It doesn’t keep well in the freezer indefinitely (the general consensus is 3 months), but I’ve stored it for longer without any issues.
Chicken stock can be canned to extend its shelf line (and free up space in your freezer). However, you must use a pressure canner as opposed to the more traditional water bath method used for jams.
Pressure canners are the only safe option for canning low-acid foods. Check out this tutorial from New Life on a Homestead to learn more about why you need a pressure canner, and to get a step-by-step recipe for canned chicken stock.
How to Make Instant Pot Vegetable Stock
Do you follow a vegetarian or vegan diet? No problem! You can make a homemade Instant Pot vegetable stock using this exact recipe. Simply omit the chicken bones and add enough vegetables to fill the pot (around double the amount, give or take).
Recipes Using Chicken Stock
If you love this recipe, be sure to check out my Braised Beef Brisket, Shepherd’s Pie, and Restaurant-Style Broccoli Cheese Soup.
You can also see my full archive of stock recipes here!
Instant Pot Chicken Stock
- 3 pounds raw chicken wings
- 2 medium yellow onions, quartered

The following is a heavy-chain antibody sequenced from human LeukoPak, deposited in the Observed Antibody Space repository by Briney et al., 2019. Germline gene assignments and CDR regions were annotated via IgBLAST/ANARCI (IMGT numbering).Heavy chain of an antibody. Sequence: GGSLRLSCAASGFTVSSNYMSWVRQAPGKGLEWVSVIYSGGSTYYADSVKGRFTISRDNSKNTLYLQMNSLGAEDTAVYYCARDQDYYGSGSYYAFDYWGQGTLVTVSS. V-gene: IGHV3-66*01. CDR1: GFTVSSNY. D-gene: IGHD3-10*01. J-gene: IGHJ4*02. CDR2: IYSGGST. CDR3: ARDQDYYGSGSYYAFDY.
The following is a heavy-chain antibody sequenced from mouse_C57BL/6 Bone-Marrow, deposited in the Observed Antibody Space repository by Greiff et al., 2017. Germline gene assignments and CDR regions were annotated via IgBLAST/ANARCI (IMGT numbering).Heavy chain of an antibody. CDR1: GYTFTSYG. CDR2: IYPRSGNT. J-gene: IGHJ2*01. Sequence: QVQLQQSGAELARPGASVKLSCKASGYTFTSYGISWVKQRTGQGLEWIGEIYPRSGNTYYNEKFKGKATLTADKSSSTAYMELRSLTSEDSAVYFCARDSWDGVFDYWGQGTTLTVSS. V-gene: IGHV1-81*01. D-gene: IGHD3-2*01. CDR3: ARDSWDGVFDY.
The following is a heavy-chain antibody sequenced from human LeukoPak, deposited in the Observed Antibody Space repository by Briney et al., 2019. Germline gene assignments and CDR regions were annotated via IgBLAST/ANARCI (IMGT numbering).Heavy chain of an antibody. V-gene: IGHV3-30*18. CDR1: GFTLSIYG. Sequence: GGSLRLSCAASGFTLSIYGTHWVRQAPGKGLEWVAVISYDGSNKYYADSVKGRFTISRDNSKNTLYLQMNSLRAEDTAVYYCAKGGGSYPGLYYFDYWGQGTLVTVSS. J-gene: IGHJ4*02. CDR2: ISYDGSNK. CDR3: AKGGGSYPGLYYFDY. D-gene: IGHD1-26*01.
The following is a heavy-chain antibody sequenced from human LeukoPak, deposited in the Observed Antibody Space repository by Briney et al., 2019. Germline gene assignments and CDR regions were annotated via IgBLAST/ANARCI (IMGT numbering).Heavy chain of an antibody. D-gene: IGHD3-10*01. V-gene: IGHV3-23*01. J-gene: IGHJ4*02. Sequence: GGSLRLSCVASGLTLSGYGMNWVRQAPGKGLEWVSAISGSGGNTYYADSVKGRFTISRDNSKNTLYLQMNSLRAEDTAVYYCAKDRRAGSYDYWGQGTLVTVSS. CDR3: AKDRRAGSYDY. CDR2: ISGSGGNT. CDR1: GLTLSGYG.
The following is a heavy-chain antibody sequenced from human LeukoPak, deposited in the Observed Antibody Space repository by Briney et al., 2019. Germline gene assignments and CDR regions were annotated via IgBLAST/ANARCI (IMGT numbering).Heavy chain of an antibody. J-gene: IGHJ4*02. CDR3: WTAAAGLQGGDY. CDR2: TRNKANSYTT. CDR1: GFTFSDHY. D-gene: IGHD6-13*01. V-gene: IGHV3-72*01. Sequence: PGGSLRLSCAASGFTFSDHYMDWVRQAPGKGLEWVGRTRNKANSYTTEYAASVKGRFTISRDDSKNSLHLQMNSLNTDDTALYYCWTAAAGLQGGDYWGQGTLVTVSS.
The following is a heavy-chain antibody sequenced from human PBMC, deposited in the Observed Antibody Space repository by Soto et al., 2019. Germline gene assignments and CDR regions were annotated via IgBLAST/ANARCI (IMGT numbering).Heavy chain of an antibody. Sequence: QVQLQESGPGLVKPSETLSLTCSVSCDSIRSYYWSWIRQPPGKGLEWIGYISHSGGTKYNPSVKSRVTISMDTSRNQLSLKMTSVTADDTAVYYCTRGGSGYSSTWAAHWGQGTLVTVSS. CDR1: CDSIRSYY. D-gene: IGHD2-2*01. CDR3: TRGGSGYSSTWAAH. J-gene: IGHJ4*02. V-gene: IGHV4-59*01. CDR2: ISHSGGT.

- 2 ribs celery, halved
- 2 medium carrots halved
- a handful of Italian flat-leaf parsley
- 5-6 black peppercorns
- 2-3 garlic cloves
- 1-2 bay leaves
- Place the chicken wings in the bottom of the Instant Pot. Top with the onions, celery, carrots, parsley, peppercorns, garlic, and bay leaves. Fill 2/3 of the way full with cold water.
- Close the lid, making sure the top valve is set to "Sealing." Turn the Instant Pot on and press the manual button (keep the default setting of high pressure). Set the time for 60 minutes.
- Once the stock is finished, I recommend letting the steam release naturally, since it can be very hot and a small amount of hot liquid might spit out the top. If you release the pressure manually, turn and hold the valve using kitchen tongs to keep your hands safe.